Important Update re: SB-367

NCASLA has been tracking SB-367 ( since it was introduced. The NCASLA Executive Committee sent letters of opposition to the subcommittee and outlined concerns.

NCASLA is opposed to the bill because it could go against one of ASLA’s code of environmental ethics. Those ethics can be found on the ASLA website (

NCASLA believes that trees are important to the health and welfare of our environment and that we must be good stewards of that environment.

Great news was received today, April 23, 2019, as: Sen. McInnis announced publicly that he will no longer pursue or push his tree removal ordinance bill!  See below for the full statement.

This is a great example of the power of advocacy, from LAs and from all of the other groups that opposed. 

We will continue to keep an eye on this and other bills. Please be on the lookout for any legislative alerts that will ask you to write to your representative expressing your concern over this bill.

Tree-Cutting Bill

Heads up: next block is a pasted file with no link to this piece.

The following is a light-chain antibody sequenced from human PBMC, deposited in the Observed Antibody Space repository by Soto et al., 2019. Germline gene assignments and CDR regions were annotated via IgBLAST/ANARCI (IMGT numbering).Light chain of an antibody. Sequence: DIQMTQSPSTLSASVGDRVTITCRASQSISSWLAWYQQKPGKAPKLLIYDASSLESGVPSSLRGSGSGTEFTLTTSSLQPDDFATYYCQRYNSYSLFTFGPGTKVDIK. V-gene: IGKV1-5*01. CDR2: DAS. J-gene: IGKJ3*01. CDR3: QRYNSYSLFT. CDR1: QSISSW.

Sen. Tom McInnis, R-Richmond, has withdrawn controversial legislation that would have prohibited towns and counties from regulating tree removal on private property without the General Assembly's permission. "This bill has been robustly debated and discussed," McInnis said in a statement late Thursday afternoon. "The intention of the legislation was to highlight the need to balance private property rights with the needs of the community." The proposed legislation generated strong opposition from municipal and county government officials. The N.C. League of Municipalities and N.C. Association of County Commissioners argued that it would restrict the ability to protect neighboring property owners from development that could harm property values and take away more local control over development.
 The N.C. Urban Forest Council also opposed the measure, contending that local tree ordinances can help address flooding issues, preserve historic districts and allow for utility line maintenance. On the other side, the N.C. Homebuilders Association and NC Realtors backed the legislation, arguing that local tree ordinances can hinder development. McInnis said in a brief interview Friday morning that support and opposition was nearly evenly split. "It was as close to 50-50 as I have ever seen," he said. "We just couldn't reach consensus to get this through." (David Sinclair, THE (Southern Pines) PILOT, 4/22/19)